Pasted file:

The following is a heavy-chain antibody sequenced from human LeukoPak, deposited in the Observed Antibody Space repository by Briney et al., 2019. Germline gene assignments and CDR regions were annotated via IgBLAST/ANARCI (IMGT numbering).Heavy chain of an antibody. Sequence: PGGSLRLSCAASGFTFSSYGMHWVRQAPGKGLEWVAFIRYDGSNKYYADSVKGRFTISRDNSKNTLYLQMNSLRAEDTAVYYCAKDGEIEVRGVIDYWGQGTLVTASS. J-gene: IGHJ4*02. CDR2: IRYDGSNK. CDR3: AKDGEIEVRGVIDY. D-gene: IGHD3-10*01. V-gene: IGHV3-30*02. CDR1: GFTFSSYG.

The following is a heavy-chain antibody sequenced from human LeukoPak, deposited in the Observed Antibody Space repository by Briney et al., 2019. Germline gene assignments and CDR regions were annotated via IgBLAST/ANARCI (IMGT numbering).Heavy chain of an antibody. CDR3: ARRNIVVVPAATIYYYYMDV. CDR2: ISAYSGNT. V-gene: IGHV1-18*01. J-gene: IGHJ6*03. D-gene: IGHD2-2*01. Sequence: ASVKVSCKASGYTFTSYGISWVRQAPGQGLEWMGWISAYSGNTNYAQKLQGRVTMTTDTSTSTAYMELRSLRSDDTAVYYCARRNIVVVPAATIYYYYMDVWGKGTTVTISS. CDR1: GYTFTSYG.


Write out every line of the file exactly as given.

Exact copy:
The following is a heavy-chain antibody sequenced from human LeukoPak, deposited in the Observed Antibody Space repository by Briney et al., 2019. Germline gene assignments and CDR regions were annotated via IgBLAST/ANARCI (IMGT numbering).Heavy chain of an antibody. Sequence: PGGSLRLSCAASGFTFSSYGMHWVRQAPGKGLEWVAFIRYDGSNKYYADSVKGRFTISRDNSKNTLYLQMNSLRAEDTAVYYCAKDGEIEVRGVIDYWGQGTLVTASS. J-gene: IGHJ4*02. CDR2: IRYDGSNK. CDR3: AKDGEIEVRGVIDY. D-gene: IGHD3-10*01. V-gene: IGHV3-30*02. CDR1: GFTFSSYG.

The following is a heavy-chain antibody sequenced from human LeukoPak, deposited in the Observed Antibody Space repository by Briney et al., 2019. Germline gene assignments and CDR regions were annotated via IgBLAST/ANARCI (IMGT numbering).Heavy chain of an antibody. CDR3: ARRNIVVVPAATIYYYYMDV. CDR2: ISAYSGNT. V-gene: IGHV1-18*01. J-gene: IGHJ6*03. D-gene: IGHD2-2*01. Sequence: ASVKVSCKASGYTFTSYGISWVRQAPGQGLEWMGWISAYSGNTNYAQKLQGRVTMTTDTSTSTAYMELRSLRSDDTAVYYCARRNIVVVPAATIYYYYMDVWGKGTTVTISS. CDR1: GYTFTSYG.